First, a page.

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Community Champion

Singapore bans fake news

OK, normally I would be very supportive of something along this line.  But I doubt this will work.

 

Singapore's new law bans the spread of (what the government decides are) false statements.  Allowing the government to decide what's fake could give them a lot of leeway to crack down on any form of dissent.

 

So, like, good luck with that ...


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6 Replies
Community Champion

Re: Singapore bans fake news

Job security for politicians: if nothing bad is reported about them or spoken of them then they seem perfect, they will win re-election and can turn into tyrants.

 

With the sophistication of communications that is available today this won't be enforcable.  Just as citizens in Russia and China have learned to work around restrictions placed on them Singaporeans will find a way to freedom.

Viewer

Re: Singapore bans fake news

"Fake News" is just a moniker for dissenting opinions. The U.S. legacy media, once deemed to be reliable and authoritative, has been manufacturing news to support the establishment narrative for decades. As result people have embraced alternative sources. There is no such thing as unbiased reporting. Everything is framed within the context of a particular world view. The more the technocrats try to suppress, the stronger the dissenters grow and the more rapidly the changes they are trying to prevent progress. Let value be determined in the market of free ideas.

Community Champion

Re: Singapore bans fake news

> SWTurley (Viewer) posted a new reply in Industry News on 05-10-2019 08:20 AM in

> "Fake News" is just a moniker for dissenting opinions.

That's fake news. (Or, possibly, an alternative fact ...)

> Let value be determined in the
> market of free ideas.

The invisible Twitter feed of Adam Smith ...

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Community Champion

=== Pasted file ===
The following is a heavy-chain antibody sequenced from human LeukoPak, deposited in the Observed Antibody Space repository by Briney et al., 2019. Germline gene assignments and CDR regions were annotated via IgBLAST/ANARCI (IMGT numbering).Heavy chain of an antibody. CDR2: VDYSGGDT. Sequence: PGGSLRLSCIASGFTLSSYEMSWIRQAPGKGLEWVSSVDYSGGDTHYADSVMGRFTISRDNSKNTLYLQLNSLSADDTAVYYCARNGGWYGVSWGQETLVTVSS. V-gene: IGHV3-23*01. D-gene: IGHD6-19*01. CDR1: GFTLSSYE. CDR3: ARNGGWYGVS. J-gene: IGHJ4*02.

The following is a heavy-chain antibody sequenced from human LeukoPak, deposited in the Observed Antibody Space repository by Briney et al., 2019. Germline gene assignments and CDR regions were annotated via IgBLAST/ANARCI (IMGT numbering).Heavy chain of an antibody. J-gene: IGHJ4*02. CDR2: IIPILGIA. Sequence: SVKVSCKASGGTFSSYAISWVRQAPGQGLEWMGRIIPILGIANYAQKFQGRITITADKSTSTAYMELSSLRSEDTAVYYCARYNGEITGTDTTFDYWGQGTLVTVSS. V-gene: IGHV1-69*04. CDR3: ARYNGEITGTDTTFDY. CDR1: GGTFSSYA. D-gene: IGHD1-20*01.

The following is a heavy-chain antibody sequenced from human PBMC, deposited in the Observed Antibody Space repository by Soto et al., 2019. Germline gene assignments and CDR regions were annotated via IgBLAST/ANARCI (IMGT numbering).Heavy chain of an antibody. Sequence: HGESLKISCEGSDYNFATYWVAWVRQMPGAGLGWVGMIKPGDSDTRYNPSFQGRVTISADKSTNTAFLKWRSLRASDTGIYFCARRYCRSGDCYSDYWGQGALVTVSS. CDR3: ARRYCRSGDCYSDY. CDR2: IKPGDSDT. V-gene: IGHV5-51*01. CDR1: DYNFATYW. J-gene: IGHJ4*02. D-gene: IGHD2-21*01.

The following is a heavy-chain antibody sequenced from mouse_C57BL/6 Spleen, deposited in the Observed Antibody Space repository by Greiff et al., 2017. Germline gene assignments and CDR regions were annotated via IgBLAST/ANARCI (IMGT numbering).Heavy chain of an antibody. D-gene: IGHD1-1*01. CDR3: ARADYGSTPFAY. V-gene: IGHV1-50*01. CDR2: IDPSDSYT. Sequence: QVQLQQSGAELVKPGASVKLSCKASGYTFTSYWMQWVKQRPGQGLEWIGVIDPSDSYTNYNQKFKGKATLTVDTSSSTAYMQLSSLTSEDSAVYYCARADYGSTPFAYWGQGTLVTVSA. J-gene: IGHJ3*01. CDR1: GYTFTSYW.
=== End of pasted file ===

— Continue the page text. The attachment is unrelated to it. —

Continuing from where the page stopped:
Re: Singapore bans fake news

Just how are the expected to prove that the statement is fake news?  Conjecture?  Others opinions?  Research and a balance of opinion vs reliability of witnesses or facts and reliability of the source?  But the source could be doing the feeding any how to create the illusion or fake news in the first place?

 

A lie detector?  AI and voice and body language indicators?

 

What happens if it is a written fake news?  How do they prove it is not fake news?

 

On the basis one is innocent until proven guilty or does this not apply?

 

Regards

 

Caute_cautim

 

 

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Community Champion

Re: Singapore bans fake news


@Caute_cautim wrote:

Just how are they expected to prove that the statement is fake news? 


It's their right, although the article does point out that civil rights groups are raising objections.

 


On the basis one is innocent until proven guilty or does this not apply?

The article does hint at Singapore's Presumption of Innocence with the statement "A person found guilty...".  One small nit.  It is "presumed innocent until proven guilty". 

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Community Champion

Re: Singapore bans fake news

> @Caute_cautim wrote:
>   On the basis one is innocent until
> proven guilty or does this not apply?

A good point, and one that many people fail to recognize.

The legal principle of "presumption of innocence," despite being mentioned in the
UN's Universal Declaration of Human Rights, is not universal by any means. It is
generally restricted to Common Law legal systems, and these are by no means
common. (Some Civil Law legal systems may, specifically, apply the presumption
of innocence, but that's on a case by case basis.) As a member of the
Commonwealth of Nations, Singapore's legal system is based on common law, but
it has a number of significant differences, so I wouldn't automatically assume the
presumption of innocence applies.

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